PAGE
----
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There's zero tolerance for hazing at LTU

Release Date: March 11, 2013
 

LTU students were given these buttons at the anti-hazing seminar.

Hazing is one of the most controversial topics among Greek organizations across the nation. Is endangering someone’s life needed for them to prove their dedication and willingness to join a fraternity or sorority?

The Sigma Chi fraternity at the University of Central Florida (UCF) caused a major controversy when it posted a photo on Facebook with the caption, “Forcing a new member to chug while two others puke in misery.” Sigma Chi was also involved in the death of a girl in 2011 from excessive drinking at a frat party. As a result, UCF has suspended all Greek life indefinitely.

Could this happen here at Lawrence Technological University (LTU)?

At LTU, Greek life has an absolute zero tolerance hazing policy. According to the LTU Student Code of Conduct, “hazing is defined as an act that endangers the mental or physical health or safety of a student, or which destroys or removes public or private property, for the purpose of initiation, admission into, affiliation with, or as a condition for continued membership in a group or organization.”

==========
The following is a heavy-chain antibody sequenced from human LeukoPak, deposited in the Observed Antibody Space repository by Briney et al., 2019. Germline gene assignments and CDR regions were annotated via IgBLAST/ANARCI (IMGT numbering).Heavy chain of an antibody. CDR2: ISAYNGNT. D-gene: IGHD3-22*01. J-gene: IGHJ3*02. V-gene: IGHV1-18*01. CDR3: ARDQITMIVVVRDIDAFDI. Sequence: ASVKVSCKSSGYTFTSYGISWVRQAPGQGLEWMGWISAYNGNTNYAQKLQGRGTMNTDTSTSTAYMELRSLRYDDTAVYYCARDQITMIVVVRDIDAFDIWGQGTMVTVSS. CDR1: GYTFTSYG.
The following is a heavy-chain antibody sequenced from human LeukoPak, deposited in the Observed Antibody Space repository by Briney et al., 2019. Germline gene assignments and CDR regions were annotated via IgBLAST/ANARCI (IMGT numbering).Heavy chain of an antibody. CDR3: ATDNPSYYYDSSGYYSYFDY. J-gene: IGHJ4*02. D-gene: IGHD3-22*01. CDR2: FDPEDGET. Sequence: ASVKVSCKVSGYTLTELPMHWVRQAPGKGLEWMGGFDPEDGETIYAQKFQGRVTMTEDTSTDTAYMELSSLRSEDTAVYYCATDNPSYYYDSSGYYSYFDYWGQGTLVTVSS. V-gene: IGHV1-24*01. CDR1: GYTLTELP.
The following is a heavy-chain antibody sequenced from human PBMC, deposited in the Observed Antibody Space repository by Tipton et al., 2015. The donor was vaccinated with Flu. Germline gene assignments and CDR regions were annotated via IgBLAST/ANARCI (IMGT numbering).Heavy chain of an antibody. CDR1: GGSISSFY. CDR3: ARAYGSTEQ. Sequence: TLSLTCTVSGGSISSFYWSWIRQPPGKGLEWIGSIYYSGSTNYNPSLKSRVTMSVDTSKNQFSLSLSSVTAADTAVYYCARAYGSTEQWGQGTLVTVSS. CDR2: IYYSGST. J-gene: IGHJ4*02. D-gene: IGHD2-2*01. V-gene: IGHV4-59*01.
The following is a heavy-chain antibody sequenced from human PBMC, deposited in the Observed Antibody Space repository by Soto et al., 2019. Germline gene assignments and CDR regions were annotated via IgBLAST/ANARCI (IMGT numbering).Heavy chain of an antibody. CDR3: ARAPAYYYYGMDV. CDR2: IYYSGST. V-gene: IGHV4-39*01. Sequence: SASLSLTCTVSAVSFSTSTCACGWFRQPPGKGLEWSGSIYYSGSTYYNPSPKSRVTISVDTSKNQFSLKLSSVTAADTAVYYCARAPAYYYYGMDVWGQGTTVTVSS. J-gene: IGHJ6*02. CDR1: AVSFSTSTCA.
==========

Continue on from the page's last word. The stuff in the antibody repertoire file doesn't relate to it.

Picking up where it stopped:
Although LTU has never had to deal with anything like the situation at UCF, Greek Life Advisor Liz Artz said, “I get at least one rumor a month about hazing within the orgs. That is a lot.”

This semester, in hopes of educating new members and Greek organizations, Artz and LTU’s Greek Council put together an “Anti-Hazing Seminar” on Feb. 10. All new spring 2013 fraternity and sorority members were required to attend.

“Penalties for hazing are very severe. There is no room for error. If you think it’s hazing, it probably is. Don’t put yourself in a situation that could jeopardize the chapter or any member. This is a very serious matter,” Artz said.

 

Phi Kappa Upsilon President Devon Alioto talks to new member Nathan Delaney about the anti-hazing seminar.

Phi Kappa Upsilon new member Nathan Delaney said, “The seminar was really informative and gave me a good idea of what hazing is and how to protect yourself from being a victim.”

At the seminar, students were given a packet of information about anti-hazing rules and regulations. Michigan is one of 40 states where hazing is a criminal offense. The packet included information on Greek life policies, the Michigan law on hazing, a list of 84 examples of what is considered hazing, a list of hazing alternatives, and myths and facts about hazing.

Students were also shown a powerful video in which an 18-year-old boy named Gordie died from fraternity hazing. “When the video was over, the whole room was silent,” Artz said.

For Artz and LTU’s Greek Council, it is important to educate future members and continuously remind Greek fraternities and sororities that any form of hazing will not be tolerated at LTU. Many people do not realize that even something as simple as making your new members stay up all night for a study session is defined as hazing.

“Sometimes we can forget that we do not know the background of our new members. We do not know what they have been through, so when you force someone to do something, anything, it could affect them more than you know,” Artz said.